• Water-fountain-sculpture

      Locke, Caroline; Wermers, Nicole; Pye, William; Janzing, Godehard; Bussman, Valerie; German Forum for Art History; University of Derby (Henry Moore Institute, 28/01/2017)
      This seminar event explored how water and fountains have been used by artists and sculptors for a variety of purposes. The afternoon began with a discussion of Marcel Duchamp's 'Fountain' (1917) and examined more recent examples of water sculpture such as the memorial at Ground Zero. In collaboration with Dr Godehard Janzing (Deutsches Forum für Kunstgeschichte), Valerie Bussmann (independent), Nicole Wermers (artist), William Pye (artist) and Caroline Locke (artist). Godehard Janzing discussed ‘Falling Waters at Ground Zero: when Terrorism turns into Nature’ and how the use of the symbolism of water becomes problematic in this context. Valerie Bussmann continued the theme of the city with an examination of the relationship Paris has with water as both necessity and art. Water as a sculptural material was explored by Nicole Wermers, focusing specifically on her 2011 series ‘Wasserregal’ (‘Watershelves’). William Pye has long been inspired by water and first introduced it as a major sculptural element in his work in the 1980s. Caroline Locke shared the themes of water and vibration, which have formed a key part of her practice and focused on her use of water in connection with her Performing Data projects. She has used her water fountains to animate certain data sets in connection with the human body and environmental data.
    • We will not disrupt your education.

      Cheeseman, Matthew; University of Derby (University of Leeds, 2011)
    • What do researchers do? Career profiles of doctoral graduates

      Hooley, Tristram; Videler, Tennie; CRAC (The Careers Research and Advisory Centre (CRAC), 2009)
    • What does good careers advice look like?

      Hooley, Tristram; University of Derby (Westminster Employment Forum, 2015)
    • What teachers need to know

      Hardman, Alison; University of Derby (2016-07-07)
      Set within the current context of teaching and teacher education, this presentation will explore what at first glance seems a simplistic question: What do Teachers Need to Know? Drawing upon some pertinent international perspectives and implications for practice, the presentation will reflect upon important philosophical viewpoints that serve to frame perceptions of teacher knowledge. By addressing some of the wider political, professional and pedagogical considerations allied to this focus, the presentation raises some key questions for the very future of the profession.
    • What works in careers and enterprise?

      The Careers & Enterprise Company; Hooley, Tristram; The Careers & Enterprise Company (The Careers & Enterprise Company, 2016)
      The Careers & Enterprise Company believes that young people should be given the best support available to develop their careers and to make choices about education and employment.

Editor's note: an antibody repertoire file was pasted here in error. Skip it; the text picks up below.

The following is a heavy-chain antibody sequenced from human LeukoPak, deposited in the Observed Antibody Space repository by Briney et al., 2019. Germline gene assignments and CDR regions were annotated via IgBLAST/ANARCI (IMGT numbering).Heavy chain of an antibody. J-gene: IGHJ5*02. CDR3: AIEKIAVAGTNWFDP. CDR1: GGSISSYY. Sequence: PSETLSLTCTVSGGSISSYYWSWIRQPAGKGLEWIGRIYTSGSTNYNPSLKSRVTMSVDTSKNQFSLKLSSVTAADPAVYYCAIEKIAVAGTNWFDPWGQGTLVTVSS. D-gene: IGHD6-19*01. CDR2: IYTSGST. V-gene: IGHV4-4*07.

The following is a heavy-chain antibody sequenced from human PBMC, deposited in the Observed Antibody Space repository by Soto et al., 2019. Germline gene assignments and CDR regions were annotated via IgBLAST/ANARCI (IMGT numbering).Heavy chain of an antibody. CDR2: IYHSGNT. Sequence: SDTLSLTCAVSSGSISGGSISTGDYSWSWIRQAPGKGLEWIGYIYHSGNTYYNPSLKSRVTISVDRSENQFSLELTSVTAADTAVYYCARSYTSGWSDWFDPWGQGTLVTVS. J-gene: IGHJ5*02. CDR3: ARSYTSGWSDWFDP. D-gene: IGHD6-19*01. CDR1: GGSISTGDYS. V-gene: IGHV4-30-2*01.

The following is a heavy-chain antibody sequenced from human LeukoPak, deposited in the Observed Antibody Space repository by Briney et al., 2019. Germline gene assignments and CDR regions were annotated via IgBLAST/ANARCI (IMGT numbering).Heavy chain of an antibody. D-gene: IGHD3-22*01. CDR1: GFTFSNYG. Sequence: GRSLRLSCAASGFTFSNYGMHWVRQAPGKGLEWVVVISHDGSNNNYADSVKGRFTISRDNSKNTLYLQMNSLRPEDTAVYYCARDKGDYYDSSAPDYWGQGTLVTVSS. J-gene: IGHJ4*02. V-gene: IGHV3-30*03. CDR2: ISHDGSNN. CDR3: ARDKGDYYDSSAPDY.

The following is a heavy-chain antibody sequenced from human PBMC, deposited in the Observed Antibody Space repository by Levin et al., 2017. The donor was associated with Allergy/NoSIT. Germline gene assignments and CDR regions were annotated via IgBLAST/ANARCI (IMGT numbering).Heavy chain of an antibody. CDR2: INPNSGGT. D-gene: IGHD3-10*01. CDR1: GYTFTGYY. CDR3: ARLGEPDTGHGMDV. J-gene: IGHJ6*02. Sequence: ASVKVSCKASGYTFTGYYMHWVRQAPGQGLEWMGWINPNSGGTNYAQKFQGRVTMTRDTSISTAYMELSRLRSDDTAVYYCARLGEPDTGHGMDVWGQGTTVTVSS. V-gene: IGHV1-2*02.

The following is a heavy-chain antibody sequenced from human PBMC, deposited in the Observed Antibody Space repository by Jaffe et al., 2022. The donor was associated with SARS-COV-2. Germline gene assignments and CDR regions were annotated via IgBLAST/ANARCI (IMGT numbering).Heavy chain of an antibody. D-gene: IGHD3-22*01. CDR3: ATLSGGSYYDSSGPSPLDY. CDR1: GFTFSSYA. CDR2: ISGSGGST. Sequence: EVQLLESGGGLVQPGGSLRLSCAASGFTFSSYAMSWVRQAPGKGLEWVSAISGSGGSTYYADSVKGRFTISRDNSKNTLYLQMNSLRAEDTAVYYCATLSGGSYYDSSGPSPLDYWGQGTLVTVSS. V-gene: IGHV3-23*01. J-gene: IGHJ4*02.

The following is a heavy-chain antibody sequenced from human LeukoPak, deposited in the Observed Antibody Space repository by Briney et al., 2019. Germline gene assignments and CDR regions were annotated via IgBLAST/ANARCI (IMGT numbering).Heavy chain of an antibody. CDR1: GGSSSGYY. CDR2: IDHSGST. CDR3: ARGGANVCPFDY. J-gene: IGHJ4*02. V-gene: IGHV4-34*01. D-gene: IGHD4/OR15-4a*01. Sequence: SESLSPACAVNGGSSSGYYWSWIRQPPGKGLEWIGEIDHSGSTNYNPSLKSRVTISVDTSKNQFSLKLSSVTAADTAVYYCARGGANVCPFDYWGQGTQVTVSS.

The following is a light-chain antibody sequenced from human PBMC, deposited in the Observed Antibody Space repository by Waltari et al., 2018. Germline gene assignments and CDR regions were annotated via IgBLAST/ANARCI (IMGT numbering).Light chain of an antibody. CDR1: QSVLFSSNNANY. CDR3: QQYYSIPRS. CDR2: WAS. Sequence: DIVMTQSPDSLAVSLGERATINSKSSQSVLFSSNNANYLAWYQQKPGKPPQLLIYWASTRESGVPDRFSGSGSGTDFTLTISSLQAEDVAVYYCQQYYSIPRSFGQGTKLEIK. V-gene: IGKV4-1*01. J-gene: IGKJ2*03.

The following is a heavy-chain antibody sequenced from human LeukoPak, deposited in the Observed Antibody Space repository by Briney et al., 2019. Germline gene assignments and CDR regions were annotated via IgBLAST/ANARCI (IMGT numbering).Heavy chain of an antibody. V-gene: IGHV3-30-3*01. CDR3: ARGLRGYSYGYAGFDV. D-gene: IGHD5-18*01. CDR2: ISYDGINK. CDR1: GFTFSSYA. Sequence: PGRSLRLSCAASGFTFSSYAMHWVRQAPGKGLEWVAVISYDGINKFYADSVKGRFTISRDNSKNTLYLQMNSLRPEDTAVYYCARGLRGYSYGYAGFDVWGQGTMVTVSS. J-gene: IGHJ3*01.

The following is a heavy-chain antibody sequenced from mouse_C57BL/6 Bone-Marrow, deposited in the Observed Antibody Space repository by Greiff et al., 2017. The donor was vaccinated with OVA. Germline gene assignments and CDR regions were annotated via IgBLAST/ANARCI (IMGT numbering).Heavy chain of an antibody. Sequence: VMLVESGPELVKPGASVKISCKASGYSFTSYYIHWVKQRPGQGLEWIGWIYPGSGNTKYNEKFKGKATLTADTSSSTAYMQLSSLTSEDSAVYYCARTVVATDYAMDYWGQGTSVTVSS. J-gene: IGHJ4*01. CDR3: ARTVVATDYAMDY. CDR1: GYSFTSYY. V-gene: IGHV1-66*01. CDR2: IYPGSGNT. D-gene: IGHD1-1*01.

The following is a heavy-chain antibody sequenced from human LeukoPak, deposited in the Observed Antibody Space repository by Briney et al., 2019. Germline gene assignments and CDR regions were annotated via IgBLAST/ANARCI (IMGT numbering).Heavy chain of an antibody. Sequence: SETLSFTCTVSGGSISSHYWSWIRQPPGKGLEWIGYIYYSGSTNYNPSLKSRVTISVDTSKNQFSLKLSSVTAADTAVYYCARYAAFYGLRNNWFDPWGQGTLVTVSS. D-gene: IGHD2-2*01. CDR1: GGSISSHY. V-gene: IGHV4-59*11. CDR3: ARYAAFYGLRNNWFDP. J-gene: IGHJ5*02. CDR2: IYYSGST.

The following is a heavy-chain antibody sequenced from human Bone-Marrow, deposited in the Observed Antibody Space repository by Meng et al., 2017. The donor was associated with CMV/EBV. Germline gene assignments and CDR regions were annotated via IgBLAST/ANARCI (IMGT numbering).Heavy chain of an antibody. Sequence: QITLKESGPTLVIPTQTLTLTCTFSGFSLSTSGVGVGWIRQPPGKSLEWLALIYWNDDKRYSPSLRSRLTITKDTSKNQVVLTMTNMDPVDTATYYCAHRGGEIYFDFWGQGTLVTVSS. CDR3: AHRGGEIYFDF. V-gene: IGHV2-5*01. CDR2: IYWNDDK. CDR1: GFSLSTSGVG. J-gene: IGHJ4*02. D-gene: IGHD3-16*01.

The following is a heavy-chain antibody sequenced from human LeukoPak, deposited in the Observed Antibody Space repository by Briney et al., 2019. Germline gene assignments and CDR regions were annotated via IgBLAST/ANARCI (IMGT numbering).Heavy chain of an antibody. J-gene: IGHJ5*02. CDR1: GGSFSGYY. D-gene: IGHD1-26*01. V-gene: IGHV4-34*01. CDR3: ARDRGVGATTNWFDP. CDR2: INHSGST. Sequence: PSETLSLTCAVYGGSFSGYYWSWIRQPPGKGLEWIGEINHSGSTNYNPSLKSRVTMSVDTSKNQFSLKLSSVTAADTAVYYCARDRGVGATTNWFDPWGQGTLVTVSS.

• White t-shirt, black marker: mapping the undergraduate body.

      Cheeseman, Matthew; University of Sheffield (2008)
      A film about students in Sheffield.
    • Who Are We, Where Do We Come From, Where Are We Going To? Greek Cypriot Women Artists in Contemporary Cyprus

      Photiou, Maria; Loughborough University (Taylor & Francis Publishers, 2012)
      This article is about Greek Cypriot women artists. In particular it concerns their art, their careers, and their relation to politics; the way they were influenced by politics in Cyprus and how they represented the political upheavals of the time in their own practice. Although all these artists experienced the several phases of Cypriot history in a different way, they all have something in common: the fact that these artists were women living in a colonised, patriarchal country under Greek Cypriot nationality. Their practices are the result of what they experienced and an analysis of their work will reveal the artistic strategies they applied as a response to the politics in Cypriot society.
    • Who do you want me to be? An exploration of female and male perceptions of imposed gender roles in the early years

      Brownhill, Simon; Oates, Ruby (Taylor and Francis, 2016-03-24)
      This paper provides an exploratory discussion surrounding the views and experiences of women and men who work/train in the early years (0-8 years) by bringing together select findings from two independent doctoral research projects. In an effort to weave together the voices of females and males working/training in the early years sector, this paper focuses its attention on the different ways in which their working roles are constructed and the possible ways in which this leads to the imposition of gender roles upon professionals in the 0-8 workforce in England.
    • Who groks Spock? Emotion in the neoliberal market.

      Cheeseman, Matthew; University of Sheffield (Lawrence and Wishart, 2015-04)